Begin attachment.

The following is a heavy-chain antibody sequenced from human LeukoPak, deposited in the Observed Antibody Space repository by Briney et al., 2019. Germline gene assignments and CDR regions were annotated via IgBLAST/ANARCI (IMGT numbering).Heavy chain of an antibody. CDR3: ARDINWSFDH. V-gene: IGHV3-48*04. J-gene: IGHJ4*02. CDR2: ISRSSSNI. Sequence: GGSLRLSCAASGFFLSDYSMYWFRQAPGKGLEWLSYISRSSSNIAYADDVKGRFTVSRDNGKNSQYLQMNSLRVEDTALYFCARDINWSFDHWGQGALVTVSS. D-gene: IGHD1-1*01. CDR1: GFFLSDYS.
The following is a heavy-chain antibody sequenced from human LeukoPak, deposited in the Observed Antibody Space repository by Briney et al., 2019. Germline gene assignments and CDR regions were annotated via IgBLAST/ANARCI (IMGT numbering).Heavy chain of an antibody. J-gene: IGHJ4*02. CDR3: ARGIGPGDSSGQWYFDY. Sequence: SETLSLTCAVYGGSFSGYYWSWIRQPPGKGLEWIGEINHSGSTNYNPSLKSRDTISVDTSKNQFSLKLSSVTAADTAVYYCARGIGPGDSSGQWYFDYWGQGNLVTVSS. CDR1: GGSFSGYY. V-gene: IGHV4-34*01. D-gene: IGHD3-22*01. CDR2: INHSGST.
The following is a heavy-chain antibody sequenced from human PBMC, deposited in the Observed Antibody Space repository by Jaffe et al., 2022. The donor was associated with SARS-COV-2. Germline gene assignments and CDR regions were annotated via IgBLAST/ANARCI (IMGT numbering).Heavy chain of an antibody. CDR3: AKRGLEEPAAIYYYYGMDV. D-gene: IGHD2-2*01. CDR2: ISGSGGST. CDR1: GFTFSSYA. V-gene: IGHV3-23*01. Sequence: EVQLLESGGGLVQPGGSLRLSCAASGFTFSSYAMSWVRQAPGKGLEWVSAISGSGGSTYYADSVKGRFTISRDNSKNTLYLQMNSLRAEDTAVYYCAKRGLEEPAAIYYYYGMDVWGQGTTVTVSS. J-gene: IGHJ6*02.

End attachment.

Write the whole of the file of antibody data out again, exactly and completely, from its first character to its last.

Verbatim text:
The following is a heavy-chain antibody sequenced from human LeukoPak, deposited in the Observed Antibody Space repository by Briney et al., 2019. Germline gene assignments and CDR regions were annotated via IgBLAST/ANARCI (IMGT numbering).Heavy chain of an antibody. CDR3: ARDINWSFDH. V-gene: IGHV3-48*04. J-gene: IGHJ4*02. CDR2: ISRSSSNI. Sequence: GGSLRLSCAASGFFLSDYSMYWFRQAPGKGLEWLSYISRSSSNIAYADDVKGRFTVSRDNGKNSQYLQMNSLRVEDTALYFCARDINWSFDHWGQGALVTVSS. D-gene: IGHD1-1*01. CDR1: GFFLSDYS.
The following is a heavy-chain antibody sequenced from human LeukoPak, deposited in the Observed Antibody Space repository by Briney et al., 2019. Germline gene assignments and CDR regions were annotated via IgBLAST/ANARCI (IMGT numbering).Heavy chain of an antibody. J-gene: IGHJ4*02. CDR3: ARGIGPGDSSGQWYFDY. Sequence: SETLSLTCAVYGGSFSGYYWSWIRQPPGKGLEWIGEINHSGSTNYNPSLKSRDTISVDTSKNQFSLKLSSVTAADTAVYYCARGIGPGDSSGQWYFDYWGQGNLVTVSS. CDR1: GGSFSGYY. V-gene: IGHV4-34*01. D-gene: IGHD3-22*01. CDR2: INHSGST.
The following is a heavy-chain antibody sequenced from human PBMC, deposited in the Observed Antibody Space repository by Jaffe et al., 2022. The donor was associated with SARS-COV-2. Germline gene assignments and CDR regions were annotated via IgBLAST/ANARCI (IMGT numbering).Heavy chain of an antibody. CDR3: AKRGLEEPAAIYYYYGMDV. D-gene: IGHD2-2*01. CDR2: ISGSGGST. CDR1: GFTFSSYA. V-gene: IGHV3-23*01. Sequence: EVQLLESGGGLVQPGGSLRLSCAASGFTFSSYAMSWVRQAPGKGLEWVSAISGSGGSTYYADSVKGRFTISRDNSKNTLYLQMNSLRAEDTAVYYCAKRGLEEPAAIYYYYGMDVWGQGTTVTVSS. J-gene: IGHJ6*02.